Focusing on the Living Experience—making & consuming, loss, the passage of time—J.J. McCracken constructs immersive installations. McCracken’s landscapes are composed of earth materials and activated by sound, smell, taste, and living models that move through them, focused on tasks they’ve been assigned. Sometimes, repeating cycles of productive activity yield accumulation—and then things fall apart. Other times, consumption is incessant but drones on, unable to satisfy. In McCracken’s work, there is (so far) always a foil for the notion of achievement, and there is (so far) always a reflection of the cycle of life.
Older projects include Living Sculpture, a series of separate but interacting vignette stages built to house individual performances. Task-based activity cycles through making/un-making. Time markers that form flexible but regular intervals are made visible/audible through labor and product, and then subsequent decomposition. Time itself appears to progress, invert, and suspend simultaneously.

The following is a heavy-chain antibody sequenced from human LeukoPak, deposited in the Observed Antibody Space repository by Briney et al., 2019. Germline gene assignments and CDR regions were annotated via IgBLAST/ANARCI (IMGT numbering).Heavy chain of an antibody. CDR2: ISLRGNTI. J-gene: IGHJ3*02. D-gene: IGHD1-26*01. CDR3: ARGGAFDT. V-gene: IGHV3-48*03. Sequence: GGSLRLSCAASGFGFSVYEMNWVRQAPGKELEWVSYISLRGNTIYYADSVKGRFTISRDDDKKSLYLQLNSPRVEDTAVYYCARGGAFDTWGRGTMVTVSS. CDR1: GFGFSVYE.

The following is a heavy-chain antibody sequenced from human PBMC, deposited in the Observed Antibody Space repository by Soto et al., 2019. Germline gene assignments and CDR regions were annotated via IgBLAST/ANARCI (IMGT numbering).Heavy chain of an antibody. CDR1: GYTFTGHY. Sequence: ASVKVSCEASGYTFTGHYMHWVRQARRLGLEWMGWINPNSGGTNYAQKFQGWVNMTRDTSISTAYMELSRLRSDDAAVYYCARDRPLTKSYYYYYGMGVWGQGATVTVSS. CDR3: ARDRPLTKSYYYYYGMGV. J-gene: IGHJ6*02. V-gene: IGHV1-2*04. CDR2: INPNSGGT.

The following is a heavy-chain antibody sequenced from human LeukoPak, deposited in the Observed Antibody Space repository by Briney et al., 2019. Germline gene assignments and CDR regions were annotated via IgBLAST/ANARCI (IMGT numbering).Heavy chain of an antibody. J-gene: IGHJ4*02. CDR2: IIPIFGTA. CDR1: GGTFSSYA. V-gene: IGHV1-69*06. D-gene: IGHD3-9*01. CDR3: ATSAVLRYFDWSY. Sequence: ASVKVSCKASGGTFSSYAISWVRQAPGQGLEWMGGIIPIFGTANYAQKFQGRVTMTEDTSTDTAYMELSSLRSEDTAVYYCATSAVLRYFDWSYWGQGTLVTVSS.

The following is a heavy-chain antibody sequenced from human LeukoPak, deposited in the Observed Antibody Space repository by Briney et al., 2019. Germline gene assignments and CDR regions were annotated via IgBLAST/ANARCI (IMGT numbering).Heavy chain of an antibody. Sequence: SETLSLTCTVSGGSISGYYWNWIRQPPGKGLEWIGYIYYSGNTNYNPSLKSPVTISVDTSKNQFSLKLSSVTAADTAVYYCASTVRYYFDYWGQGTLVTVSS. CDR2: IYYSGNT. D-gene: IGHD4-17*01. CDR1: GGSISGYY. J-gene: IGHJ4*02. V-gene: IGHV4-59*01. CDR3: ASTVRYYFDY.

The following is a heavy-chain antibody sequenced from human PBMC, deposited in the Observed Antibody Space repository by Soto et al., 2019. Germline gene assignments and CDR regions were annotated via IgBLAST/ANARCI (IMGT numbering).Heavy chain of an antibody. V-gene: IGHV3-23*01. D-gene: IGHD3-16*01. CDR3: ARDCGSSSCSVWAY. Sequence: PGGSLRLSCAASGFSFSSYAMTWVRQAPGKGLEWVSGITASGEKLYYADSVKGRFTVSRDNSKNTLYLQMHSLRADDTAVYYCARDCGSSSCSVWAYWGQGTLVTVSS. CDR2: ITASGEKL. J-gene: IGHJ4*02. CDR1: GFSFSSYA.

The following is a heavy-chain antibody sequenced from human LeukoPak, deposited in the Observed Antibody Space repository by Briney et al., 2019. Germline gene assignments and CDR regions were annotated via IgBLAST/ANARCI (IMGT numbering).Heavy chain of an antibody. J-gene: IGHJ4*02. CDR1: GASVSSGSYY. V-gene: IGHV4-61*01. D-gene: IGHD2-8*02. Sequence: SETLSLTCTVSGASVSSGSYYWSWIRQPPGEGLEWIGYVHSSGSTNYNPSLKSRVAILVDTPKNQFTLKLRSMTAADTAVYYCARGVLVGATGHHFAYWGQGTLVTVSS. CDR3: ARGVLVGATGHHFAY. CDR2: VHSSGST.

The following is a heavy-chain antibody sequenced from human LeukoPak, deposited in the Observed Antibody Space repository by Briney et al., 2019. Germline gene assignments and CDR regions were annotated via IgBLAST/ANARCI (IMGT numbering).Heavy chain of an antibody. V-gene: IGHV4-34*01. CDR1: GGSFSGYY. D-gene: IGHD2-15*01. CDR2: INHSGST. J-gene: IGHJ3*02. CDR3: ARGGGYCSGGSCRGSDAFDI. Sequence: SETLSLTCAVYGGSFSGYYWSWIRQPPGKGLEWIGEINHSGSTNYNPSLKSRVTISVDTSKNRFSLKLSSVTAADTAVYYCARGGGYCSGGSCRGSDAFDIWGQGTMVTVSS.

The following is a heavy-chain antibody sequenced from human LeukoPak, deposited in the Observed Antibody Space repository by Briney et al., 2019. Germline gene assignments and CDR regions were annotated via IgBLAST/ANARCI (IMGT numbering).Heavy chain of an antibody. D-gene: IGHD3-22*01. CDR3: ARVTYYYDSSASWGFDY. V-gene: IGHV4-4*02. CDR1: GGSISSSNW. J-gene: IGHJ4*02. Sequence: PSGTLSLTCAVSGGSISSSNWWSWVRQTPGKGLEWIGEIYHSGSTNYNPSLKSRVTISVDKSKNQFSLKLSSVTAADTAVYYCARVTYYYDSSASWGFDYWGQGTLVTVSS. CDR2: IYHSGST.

Through an ongoing series of sketches she calls Slip/Skin Studies, McCracken explores thoughts about consumption and loss. There is often an attempt to recapture something missing, or a grasping at something just out of reach. Witness to the Passing of the World uses repetitive searching and discarding, and closes with a final act of gathering what is leftover as the action begins to subside. In the end, the discarded becomes the embraced.
Hunger, Philadelphia, McCracken’s most recent project, uses geophagy (clay-eating) as a launching point for a visual poem about need. Geophagia occurs worldwide, problematic only in countries suffering severe food crises. During the exhibition, clay-covered models move through an arid, monochromatic landscape eating clay casts of fruits and vegetables. The excessive consumption of a visually bountiful but non-nutritive food substitute is central to the main idea of the project.
— J. J. McCracken